NCC President Winkler, ELCA Glocal Musicians and Rev. John Dear to Highlight Worship at EAD 2014

February 25, 2014

February 25, 2014 – WASHINGTON – Ecumenical Advocacy Days for Global Peace with Justice (EAD) is thrilled to announce that James E. Winkler, newly elected General Secretary and President of the National Council of Churches of Christ in the USA will serve Sunday morning preacher during EAD’s Interdenominational Worship on March 23, 2014.

Beginning in January, Winkler succeeded Peg Birk, who served as Transitional General Secretary of the Council since July 2012. Previously, Winkler served as general secretary of the General Board of Church and Society (GBCS), the international public policy and social justice agency of The United Methodist Church, since November 2000.

Jim has led delegations to the Middle East, the Democratic Republic of the Congo, Iraq and Germany seeking peaceful solutions to global conflict and has traveled throughout the world to support the justice work of the United Methodist Church in Africa, Asia and Europe. Winkler has preached and led workshops and training events in Russia, Nigeria, and the Philippines, and has been a frequent spokesperson for the justice work of The United Methodist Church to the national and international media.

Previously, EAD announced that internationally known “Peace Activist, Author, Organizer, Lecturer and Outreach Coordinator for Pace E Bene,” The Rev. John Dear, will serve as keynote speaker/preacher at EAD’s Friday Opening Celebration on March 21, 2014.

Again this year, music and worship leadership during EAD’s national gathering will be provided by the Glocal Musicians of the Evangelical Lutheran Church in America (ELCA). The musicians were formed by the Global Formation Team in ELCA Global Mission to provide musical leadership for the Glocal Gatherings hosted by congregations and other Christian communities throughout North America and the Caribbean. Through its intentional diversity-including representation from many countries, denominations, and several cultures-the group embodies ways to stand in mutual solidarity while amplifying marginalized voices.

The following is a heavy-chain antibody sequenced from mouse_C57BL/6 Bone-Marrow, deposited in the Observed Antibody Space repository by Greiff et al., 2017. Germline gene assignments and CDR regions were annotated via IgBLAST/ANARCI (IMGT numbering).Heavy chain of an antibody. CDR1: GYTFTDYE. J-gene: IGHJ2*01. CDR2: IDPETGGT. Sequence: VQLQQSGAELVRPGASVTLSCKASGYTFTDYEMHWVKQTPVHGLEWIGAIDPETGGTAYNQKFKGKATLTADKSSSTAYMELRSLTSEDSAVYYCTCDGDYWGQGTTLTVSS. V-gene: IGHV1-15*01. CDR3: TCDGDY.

In addition to offering musical worship that includes global voices, the musicians are committed to forming local leaders seeking to introduce global themes in their communities. The songs they teach are grounded in the community stories that raise awareness and inspire advocacy. The musicians embody what it means to be “Glocal”-simultaneously global and local-so “we can accompany one another across cultures, even in our own neighborhoods.”

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